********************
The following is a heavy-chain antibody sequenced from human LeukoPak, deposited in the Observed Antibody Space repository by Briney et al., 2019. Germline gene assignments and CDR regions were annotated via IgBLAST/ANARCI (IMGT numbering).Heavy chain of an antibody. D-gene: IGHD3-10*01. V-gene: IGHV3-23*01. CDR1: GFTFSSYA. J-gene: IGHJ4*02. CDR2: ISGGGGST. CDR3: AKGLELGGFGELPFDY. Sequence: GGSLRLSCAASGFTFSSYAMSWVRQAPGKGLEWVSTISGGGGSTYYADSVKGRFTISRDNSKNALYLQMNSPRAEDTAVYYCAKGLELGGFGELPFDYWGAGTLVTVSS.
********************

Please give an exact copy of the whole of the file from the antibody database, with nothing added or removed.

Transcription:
The following is a heavy-chain antibody sequenced from human LeukoPak, deposited in the Observed Antibody Space repository by Briney et al., 2019. Germline gene assignments and CDR regions were annotated via IgBLAST/ANARCI (IMGT numbering).Heavy chain of an antibody. D-gene: IGHD3-10*01. V-gene: IGHV3-23*01. CDR1: GFTFSSYA. J-gene: IGHJ4*02. CDR2: ISGGGGST. CDR3: AKGLELGGFGELPFDY. Sequence: GGSLRLSCAASGFTFSSYAMSWVRQAPGKGLEWVSTISGGGGSTYYADSVKGRFTISRDNSKNALYLQMNSPRAEDTAVYYCAKGLELGGFGELPFDYWGAGTLVTVSS.